Medicine Cabinet

THE DEPARTMENT of Health (DoH) recently announced the end of the polio outbreak in the Philippines. Both the World Health Organization and UNICEF confirmed the virus has not been detected in a child or in the environment in the past 16 months. Polio is a highly infectious disease that mostly affects children under the age of five. If polio is eradicated in Afghanistan and Pakistan, it will only be the second disease ever to be completely eradicated after smallpox.

While this is good news, we should not let our guard down. The number of fully immunized Filipino children decreased to 62% in 2020 from 69% in 2019, according to Dr. Kim Patrick Tejano, program manager of the Department of Health’s National Immunization Program (NIP), who cited the coronavirus disease 2019 (COVID-19) pandemic as the reason for this dip.

“Many parents did not go out to have their children vaccinated because they were afraid of getting COVID-19. Also, many health workers on the ground were re-deployed to care for COVID-19 patients and to serve as contact tracers and [COVID-19 test] swabbers,” said Dr. Tejano during the Health Connect webinar in time for the observance of World Immunization Week 2021 in April.

To address outbreaks, the DoH in partnership with local government units (LGUs) conducted the “Chikiting Ligtas” campaign, a nationwide measles, rubella and polio supplemental immunization activity. Phase 1 was conducted from October to Nov. 2020 in the Mindanao Regions, Cordillera Administrative Region (CAR), Ilocos Region, Cagayan Valley Region, Mimaropa (Mindoro, Marinduque, Romblon and Palawan) Region, and Bicol Region. Phase 2 began in Feb. 2021 in the Visayas Regions, National Capital Region, Central Luzon, and Calabarzon (Cavite, Laguna, Batangas, Rizal, and Quezon).

According to Dr. Tejano, the “Chikiting Ligtas” campaign achieved 90% immunization coverage for measles and rubella, covering about 8.5 million children age 9–59 months. For oral polio vaccine, 87% immunization coverage was achieved, corresponding to around 6 million children age 0–59 months.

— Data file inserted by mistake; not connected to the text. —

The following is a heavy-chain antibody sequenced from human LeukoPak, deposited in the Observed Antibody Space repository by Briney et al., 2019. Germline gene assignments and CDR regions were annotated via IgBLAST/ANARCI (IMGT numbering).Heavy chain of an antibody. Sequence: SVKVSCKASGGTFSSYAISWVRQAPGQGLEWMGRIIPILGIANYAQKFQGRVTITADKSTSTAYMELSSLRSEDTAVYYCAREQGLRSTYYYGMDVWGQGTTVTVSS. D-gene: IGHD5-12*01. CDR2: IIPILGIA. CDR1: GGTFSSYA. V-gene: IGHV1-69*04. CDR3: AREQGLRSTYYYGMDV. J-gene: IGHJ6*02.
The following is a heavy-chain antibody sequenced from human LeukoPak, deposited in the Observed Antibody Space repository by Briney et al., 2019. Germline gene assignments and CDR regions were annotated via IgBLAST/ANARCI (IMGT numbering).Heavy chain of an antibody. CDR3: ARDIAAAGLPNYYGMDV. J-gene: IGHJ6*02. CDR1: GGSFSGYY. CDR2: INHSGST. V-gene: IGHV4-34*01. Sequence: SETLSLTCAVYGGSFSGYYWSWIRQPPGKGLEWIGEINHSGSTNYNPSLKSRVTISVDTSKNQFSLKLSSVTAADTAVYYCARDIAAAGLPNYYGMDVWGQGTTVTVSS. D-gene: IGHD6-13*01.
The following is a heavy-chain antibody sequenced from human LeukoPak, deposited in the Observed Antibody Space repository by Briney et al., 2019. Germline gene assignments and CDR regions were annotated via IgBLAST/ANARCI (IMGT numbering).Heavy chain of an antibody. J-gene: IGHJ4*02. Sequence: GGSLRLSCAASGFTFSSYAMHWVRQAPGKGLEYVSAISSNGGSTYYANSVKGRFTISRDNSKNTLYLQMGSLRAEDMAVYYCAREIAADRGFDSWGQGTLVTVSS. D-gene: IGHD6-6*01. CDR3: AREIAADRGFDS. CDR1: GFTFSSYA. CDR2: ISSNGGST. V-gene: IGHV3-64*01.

“As the pandemic continues to challenge access to essential healthcare services, the need to provide people with life-saving vaccines becomes more critical. As our way forward, we want to focus on routine catch-up immunization, especially of children who missed their doses due to the COVID-19 pandemic and other reasons such as vaccine hesitancy and accessibility issues,” said Dr. Tejano.

The NIP will issue guidelines to help health workers in reaching the target population of the routine catch-up immunization. It will also implement outbreak response immunization to equip health workers with the knowledge and resources necessary for timely and adequate actions to outbreaks of polio, measles and other vaccine-preventable diseases. Dr. Tejano assured the general public that safety protocols are in place in immunization sites to minimize the risk of COVID-19 transmission.

The DOH underscored the importance of engaging all stakeholders to advocate immunization, especially among children.

In June 2020, the World Health Organization (WHO) and other global health authorities warned that the COVID-19 pandemic was disrupting life-saving immunization services around the world, putting millions of children in both poor and rich countries at risk of vaccine-preventable diseases like diphtheria, measles, and polio.

In 2020, approximately 125 mass vaccination campaigns in lower-middle income countries against polio, measles, meningitis A, yellow fever, typhoid, cholera, and tetanus were postponed, according to the US Centers for Disease Control and Prevention (CDC).

Other pandemic-related factors that disrupted immunization services in many countries include lack of personal protective equipment (PPE) to conduct immunization activities, healthcare workers’ fear of contracting COVID-19, and lack of vaccines due to closure of country borders, according to the CDC.

We appreciate all our health workers who work tirelessly in vaccinating adults and children which is crucial in controlling the COVID-19 pandemic and preventing outbreaks of vaccine-preventable diseases. We also commend local government units that ensure the effective implementation of the NIP in their areas of jurisdiction.

We reiterate that vaccination saves lives. Efforts must be sustained and strengthened so that all of us, including our children, would be protected from debilitating and potentially fatal vaccine-preventable diseases.


Teodoro B. Padilla is the executive director of the Pharmaceutical and Healthcare Association of the Philippines (PHAP). PHAP represents the biopharmaceutical medicines and vaccines industry in the country. Its Members are in the forefront of research and development efforts for COVID-19 and other diseases that affect Filipinos.